Problematic invasive animal species in Massachusetts
Posted by Tyler
As noted in an earlier article, Massachusetts is an unwilling home to a large variety of invasive plant species. Unfortunately, the problem of invasive species is not restricted to just plants. Invasive animal species can be equally detrimental to the biodiversity and health of an ecosystem. Massachusetts, like most other parts of the world, is now host to dozens of non-indigenous and possibly dangerous animal species. Their numbers include the Zebra Mussel (Dreissena polymorpha ), which was originally from Russia and the Asian Longhorn Beetle (Anoplophora glabripennis ), which likely arrived in the US in the wooden boards that made up shipping crates and pallets.
Zebra Mussels are freshwater molluscs that were first detected in the great lakes region in 1988. With no natural predators to curb their population they quickly spread in all directions. Massachusetts was fortunate in that its waterways remained clear of the problematic animal until 2009. In other areas of the country they spread far faster, arriving California – presumably for the first time – earlier this year. Once present in a lake, stream, or river they quickly multiply, eventually completely covering every surface they can colonize. Their huge numbers affect, among other things, the clarity and organic content of the water and the other types of molluscs and fish that can survive in the area. Additionally, they have a tendency to clog the machinery of water treatment and power plants.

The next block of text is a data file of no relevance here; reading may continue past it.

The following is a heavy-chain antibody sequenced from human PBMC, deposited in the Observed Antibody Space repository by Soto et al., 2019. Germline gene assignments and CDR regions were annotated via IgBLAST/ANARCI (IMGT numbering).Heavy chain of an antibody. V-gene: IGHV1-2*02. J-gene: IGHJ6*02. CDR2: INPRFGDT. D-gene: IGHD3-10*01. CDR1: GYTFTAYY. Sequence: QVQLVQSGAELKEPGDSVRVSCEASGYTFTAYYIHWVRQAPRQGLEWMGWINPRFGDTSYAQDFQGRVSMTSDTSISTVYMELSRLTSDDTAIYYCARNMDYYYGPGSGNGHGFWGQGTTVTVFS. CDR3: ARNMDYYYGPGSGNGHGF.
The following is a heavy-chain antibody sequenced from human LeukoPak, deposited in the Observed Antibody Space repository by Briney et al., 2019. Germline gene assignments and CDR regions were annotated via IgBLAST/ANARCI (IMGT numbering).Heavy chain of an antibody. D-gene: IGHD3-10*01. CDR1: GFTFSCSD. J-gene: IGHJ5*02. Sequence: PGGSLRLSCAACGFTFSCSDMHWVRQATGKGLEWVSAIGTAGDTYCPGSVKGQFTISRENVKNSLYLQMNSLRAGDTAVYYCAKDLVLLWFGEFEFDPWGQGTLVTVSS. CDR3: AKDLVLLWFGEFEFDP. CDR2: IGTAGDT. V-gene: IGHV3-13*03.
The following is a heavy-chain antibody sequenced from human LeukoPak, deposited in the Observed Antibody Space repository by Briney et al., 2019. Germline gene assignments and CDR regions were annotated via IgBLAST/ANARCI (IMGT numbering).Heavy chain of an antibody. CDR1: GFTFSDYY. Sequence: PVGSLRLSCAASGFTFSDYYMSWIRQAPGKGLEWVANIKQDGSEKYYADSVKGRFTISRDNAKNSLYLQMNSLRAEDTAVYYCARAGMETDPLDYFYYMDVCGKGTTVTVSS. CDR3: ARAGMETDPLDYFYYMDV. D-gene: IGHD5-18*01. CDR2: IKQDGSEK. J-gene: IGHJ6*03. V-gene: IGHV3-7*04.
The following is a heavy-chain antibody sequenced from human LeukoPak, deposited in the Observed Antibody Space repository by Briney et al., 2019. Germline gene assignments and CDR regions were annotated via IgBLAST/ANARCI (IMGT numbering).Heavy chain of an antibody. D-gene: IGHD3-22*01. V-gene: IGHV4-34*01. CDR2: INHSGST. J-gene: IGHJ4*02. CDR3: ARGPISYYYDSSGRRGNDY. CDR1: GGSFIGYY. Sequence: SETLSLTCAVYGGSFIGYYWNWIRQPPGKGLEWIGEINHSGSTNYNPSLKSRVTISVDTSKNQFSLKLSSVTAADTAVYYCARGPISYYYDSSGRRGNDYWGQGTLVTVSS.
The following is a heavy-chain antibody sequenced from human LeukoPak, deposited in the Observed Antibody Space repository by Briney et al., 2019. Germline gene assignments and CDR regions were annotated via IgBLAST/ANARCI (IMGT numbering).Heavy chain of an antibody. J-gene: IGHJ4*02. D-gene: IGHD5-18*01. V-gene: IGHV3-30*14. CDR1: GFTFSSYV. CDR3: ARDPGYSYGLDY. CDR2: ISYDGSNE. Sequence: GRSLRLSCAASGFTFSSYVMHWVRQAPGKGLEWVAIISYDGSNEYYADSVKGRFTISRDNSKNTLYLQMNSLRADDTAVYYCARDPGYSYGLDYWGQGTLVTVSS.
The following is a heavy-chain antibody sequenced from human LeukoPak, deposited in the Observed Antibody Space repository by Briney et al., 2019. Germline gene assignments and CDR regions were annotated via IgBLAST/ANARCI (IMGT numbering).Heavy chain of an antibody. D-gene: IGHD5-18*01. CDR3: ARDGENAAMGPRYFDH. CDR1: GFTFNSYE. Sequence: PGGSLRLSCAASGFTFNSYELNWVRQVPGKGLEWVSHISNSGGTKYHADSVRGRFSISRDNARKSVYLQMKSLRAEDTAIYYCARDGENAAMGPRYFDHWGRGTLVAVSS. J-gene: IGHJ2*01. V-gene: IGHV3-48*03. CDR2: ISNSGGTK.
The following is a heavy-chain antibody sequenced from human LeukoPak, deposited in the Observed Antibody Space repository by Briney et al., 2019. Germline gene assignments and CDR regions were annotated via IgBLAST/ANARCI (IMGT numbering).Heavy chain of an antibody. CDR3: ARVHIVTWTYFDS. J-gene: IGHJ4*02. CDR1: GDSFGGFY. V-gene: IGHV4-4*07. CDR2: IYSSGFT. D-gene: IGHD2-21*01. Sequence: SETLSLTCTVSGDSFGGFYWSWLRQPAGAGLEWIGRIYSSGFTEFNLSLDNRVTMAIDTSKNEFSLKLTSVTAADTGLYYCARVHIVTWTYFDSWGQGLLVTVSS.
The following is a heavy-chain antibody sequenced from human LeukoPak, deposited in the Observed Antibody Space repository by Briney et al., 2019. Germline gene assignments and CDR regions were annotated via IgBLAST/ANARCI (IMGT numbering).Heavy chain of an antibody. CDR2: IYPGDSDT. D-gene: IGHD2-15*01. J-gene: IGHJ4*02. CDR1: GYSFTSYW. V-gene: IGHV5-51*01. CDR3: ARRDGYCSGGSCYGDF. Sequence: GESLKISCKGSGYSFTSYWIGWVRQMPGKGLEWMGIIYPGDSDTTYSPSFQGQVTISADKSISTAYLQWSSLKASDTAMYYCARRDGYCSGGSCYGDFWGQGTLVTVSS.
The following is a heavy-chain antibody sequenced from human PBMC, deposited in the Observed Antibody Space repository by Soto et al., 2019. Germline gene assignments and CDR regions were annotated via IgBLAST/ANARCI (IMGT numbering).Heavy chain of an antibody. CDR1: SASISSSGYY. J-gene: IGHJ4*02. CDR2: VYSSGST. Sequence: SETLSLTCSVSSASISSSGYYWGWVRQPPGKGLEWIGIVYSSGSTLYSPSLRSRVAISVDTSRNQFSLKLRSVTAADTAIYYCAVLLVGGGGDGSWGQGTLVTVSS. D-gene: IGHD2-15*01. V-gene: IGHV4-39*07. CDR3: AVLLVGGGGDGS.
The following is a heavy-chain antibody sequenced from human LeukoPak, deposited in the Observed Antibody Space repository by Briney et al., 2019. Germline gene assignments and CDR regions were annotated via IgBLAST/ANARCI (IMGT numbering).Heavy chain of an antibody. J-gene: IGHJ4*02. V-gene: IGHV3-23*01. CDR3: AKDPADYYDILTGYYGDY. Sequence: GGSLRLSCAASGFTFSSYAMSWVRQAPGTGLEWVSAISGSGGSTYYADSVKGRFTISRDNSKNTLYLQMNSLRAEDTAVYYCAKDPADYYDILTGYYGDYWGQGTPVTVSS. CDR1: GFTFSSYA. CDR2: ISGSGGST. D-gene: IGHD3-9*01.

The Asian Longhorn Beetle is a large insect with long white and black antennae that only recently arrived in Massachusetts – although it has been present in the United States for several years. It is known for making its home within a wide variety of trees, including Red Maples, Elms, and Willows. These trees have no natural defense against the unfortunate attentions of the Asian Longhorn Beetles and so infestations are typically fatal for the host plant. This past March, following the discovery of a live beetle in Worcester, Massachusetts, the USDA launched an extensive eradication campaign in Massachusetts. Unfortunately, while such campaigns can be locally effective, the species remains at large throughout much of the northeast and, even optimistically, it will likely take years to exterminate fully (if it is possible to remove it at all).